World renowned and Oscar winning Screeplay writer and Producer, Christopher McQuarrie has also directed three films during the first fifteen years of the 21st Century and here are my spoiler free reviews of "The Way of the Gun" (2000), "Jack Reacher (2012) and "Mission Impossible: Rogue Nation" (2015).
"M:I 6 - Mission Impossible" is currently in pre-production and scheduled for release in 2018 and I thought it was high time I re-visited his three directorial efforts so far! Aside from the following three films (on which McQuarrie also wrote the screenplays), Christopher is a famous and highly regarded screenplay writer who shot to prominence in 1996 for his Oscar winning screenplay of the era defining zeitgeist movie "The Usual Suspects" and in the 21 years since has, in addition to directing the following three films under review, also written the screenplays for "Valkyrie" in 2008, "The Tourist" in 2010, "Jack The Giant Slayer" in 2013, "The Edge of Tomorrow" a year later and this year's eagerly anticipated "The Mummy".
In recent years I have had the great pleasure of following McQuarrie's career with a keen eye and indeed ear as I have watched and listened to numerous podcasts and video interviews of an incredibly vibrant, energetic and engaging filmmaker and a man who's open and honest about his craft, his vast collaboration with Tom Cruise on a number of highly successful and well regarded movies and his vision for entertaining and thought provoking films.
"Don't get smart with me Doc. Superman never gets the girl"
Seventeen years after it's initial release, Christopher McQuarrie's directorial debut behind the camera is now viewed as a cult classic in many circles and draws many thematic comparisons to Bonnie and Clyde and characters such as The Man With No Name. I see these comparisons but I have to admit that the film's first frames before the opening titles threw me completely out of the film and that's hardly a ringing endorsement just a few minutes into the film! The Way of the Gun does improve greatly after it's initial gratuitous burst of incessant swear words and mindless violence with a constantly changing and evolving narrative story depicting some well drawn characters but I simply never warmed to the film and felt it was as cold and distant as it's two main protagonists. Which is maybe where it has derived it's cult status from and that I'm completely misreading the film? Perhaps, but I only ever felt drawn to, and indeed compelled by, one single character in the entire film, a film in which the characters are well drawn and each have a narrative arc but despite this had very little in the way of redeeming qualities in either the characters themselves or the performances provided by a stellar cast list.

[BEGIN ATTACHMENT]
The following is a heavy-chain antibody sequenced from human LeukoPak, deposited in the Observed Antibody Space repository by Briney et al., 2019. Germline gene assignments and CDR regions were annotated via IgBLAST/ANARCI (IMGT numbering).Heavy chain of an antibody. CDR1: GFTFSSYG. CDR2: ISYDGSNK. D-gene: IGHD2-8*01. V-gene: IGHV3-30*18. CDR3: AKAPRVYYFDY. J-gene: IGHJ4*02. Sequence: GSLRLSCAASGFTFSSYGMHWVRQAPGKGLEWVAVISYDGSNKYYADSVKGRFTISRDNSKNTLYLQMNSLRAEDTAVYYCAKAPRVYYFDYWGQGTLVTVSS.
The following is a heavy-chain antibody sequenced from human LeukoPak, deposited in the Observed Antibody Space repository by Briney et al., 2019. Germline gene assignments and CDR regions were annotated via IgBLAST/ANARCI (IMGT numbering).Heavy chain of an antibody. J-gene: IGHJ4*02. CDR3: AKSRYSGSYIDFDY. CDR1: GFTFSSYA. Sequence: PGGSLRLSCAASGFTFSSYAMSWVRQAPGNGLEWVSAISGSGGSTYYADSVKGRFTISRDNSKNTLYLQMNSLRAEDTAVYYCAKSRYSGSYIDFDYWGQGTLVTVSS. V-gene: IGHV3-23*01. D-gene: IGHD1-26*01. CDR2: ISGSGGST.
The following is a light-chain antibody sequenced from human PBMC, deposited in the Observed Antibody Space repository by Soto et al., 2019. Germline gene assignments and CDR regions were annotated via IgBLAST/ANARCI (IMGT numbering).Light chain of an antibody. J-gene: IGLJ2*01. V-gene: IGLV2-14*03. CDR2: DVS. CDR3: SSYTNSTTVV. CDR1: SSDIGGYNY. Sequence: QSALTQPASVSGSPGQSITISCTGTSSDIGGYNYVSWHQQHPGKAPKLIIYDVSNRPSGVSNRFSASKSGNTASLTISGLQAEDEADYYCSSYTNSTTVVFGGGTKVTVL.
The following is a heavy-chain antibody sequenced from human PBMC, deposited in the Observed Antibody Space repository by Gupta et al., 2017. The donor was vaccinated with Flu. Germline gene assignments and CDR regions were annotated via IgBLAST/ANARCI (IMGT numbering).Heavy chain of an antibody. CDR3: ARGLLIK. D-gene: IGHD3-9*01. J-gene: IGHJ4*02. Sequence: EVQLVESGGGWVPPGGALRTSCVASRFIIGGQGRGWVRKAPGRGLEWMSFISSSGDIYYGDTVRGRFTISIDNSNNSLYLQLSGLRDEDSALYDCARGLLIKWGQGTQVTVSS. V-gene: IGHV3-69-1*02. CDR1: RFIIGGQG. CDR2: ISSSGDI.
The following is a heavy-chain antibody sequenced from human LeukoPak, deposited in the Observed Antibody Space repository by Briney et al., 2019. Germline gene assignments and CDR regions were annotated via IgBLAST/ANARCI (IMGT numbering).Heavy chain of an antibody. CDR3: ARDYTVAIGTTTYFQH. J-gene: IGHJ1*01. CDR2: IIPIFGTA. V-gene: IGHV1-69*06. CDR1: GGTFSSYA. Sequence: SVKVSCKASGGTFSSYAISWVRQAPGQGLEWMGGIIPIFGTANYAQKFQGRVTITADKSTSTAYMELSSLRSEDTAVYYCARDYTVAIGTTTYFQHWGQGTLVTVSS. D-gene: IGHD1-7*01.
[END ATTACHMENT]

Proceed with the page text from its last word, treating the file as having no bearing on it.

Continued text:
Ostensibly the story is a simple one: "Mr Parker" (Ryan Phillippe) and "Harold Longbaugh" (Benicio Del Toro) are renegades and petty criminals and doing anything they can to get by as admitted in Mr Parker's narration that peppers the film, they have "nothing to offer the world". They are anarchic, reckless and somewhat repugnant characters that although loquacious and cheeky at the beginning of the film begin to turn inward and more dour and wordless as the film progresses. They are seeking a big score to lay low with and off the grid of civilisation and chance upon an opportunity to kidnap pregnant "Robin" (Juliette Lewis) who in dire need of funds and a real start in life has agreed to sell her unborn baby to wealthy money launderer "Hale Chidduck" (Scott Wilson) and wife "Francesca Chidduck" (Kristin Lehman) for $1M. Following the bungled kidnapping and his two trusted bodyguards "Jeffers" (Taye Diggs) and "Obecks" (Nicky Katt) outsmarted by the renegade pair and now in prison, Hal Chidduck instructs "bagman" and "laundryman" "Joe Sarno" (James Caan) to act and resolve the kidnapping and ransom. In the maelstrom of this madness is the film's stand out performer and Dylan Kussman as "Dr Allen Painter" who is thrust into the centre of the storm as Robin's regular gynaecologist and quickly becomes yet another bagman between the kidnappers and the Chidducks crime family.